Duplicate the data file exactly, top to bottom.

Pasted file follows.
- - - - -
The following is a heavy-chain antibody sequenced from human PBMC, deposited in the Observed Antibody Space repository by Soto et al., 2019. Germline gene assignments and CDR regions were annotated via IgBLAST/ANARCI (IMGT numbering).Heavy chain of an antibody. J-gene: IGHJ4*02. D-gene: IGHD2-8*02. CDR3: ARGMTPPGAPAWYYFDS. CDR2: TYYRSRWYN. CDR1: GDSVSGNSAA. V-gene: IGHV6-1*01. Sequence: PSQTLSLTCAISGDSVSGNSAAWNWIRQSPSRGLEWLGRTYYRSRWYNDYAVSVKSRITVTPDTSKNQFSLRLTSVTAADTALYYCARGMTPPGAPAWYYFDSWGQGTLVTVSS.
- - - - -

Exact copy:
The following is a heavy-chain antibody sequenced from human PBMC, deposited in the Observed Antibody Space repository by Soto et al., 2019. Germline gene assignments and CDR regions were annotated via IgBLAST/ANARCI (IMGT numbering).Heavy chain of an antibody. J-gene: IGHJ4*02. D-gene: IGHD2-8*02. CDR3: ARGMTPPGAPAWYYFDS. CDR2: TYYRSRWYN. CDR1: GDSVSGNSAA. V-gene: IGHV6-1*01. Sequence: PSQTLSLTCAISGDSVSGNSAAWNWIRQSPSRGLEWLGRTYYRSRWYNDYAVSVKSRITVTPDTSKNQFSLRLTSVTAADTALYYCARGMTPPGAPAWYYFDSWGQGTLVTVSS.